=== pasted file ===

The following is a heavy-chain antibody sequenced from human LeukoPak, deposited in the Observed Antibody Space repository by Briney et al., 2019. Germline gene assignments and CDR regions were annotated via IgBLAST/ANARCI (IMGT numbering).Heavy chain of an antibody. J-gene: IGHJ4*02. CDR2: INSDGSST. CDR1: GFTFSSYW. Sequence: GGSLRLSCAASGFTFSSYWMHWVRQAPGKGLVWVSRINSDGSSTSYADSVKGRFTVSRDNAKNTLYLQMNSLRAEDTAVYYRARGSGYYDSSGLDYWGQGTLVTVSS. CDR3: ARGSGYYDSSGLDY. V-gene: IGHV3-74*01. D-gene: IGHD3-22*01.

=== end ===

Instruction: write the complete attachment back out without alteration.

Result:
The following is a heavy-chain antibody sequenced from human LeukoPak, deposited in the Observed Antibody Space repository by Briney et al., 2019. Germline gene assignments and CDR regions were annotated via IgBLAST/ANARCI (IMGT numbering).Heavy chain of an antibody. J-gene: IGHJ4*02. CDR2: INSDGSST. CDR1: GFTFSSYW. Sequence: GGSLRLSCAASGFTFSSYWMHWVRQAPGKGLVWVSRINSDGSSTSYADSVKGRFTVSRDNAKNTLYLQMNSLRAEDTAVYYRARGSGYYDSSGLDYWGQGTLVTVSS. CDR3: ARGSGYYDSSGLDY. V-gene: IGHV3-74*01. D-gene: IGHD3-22*01.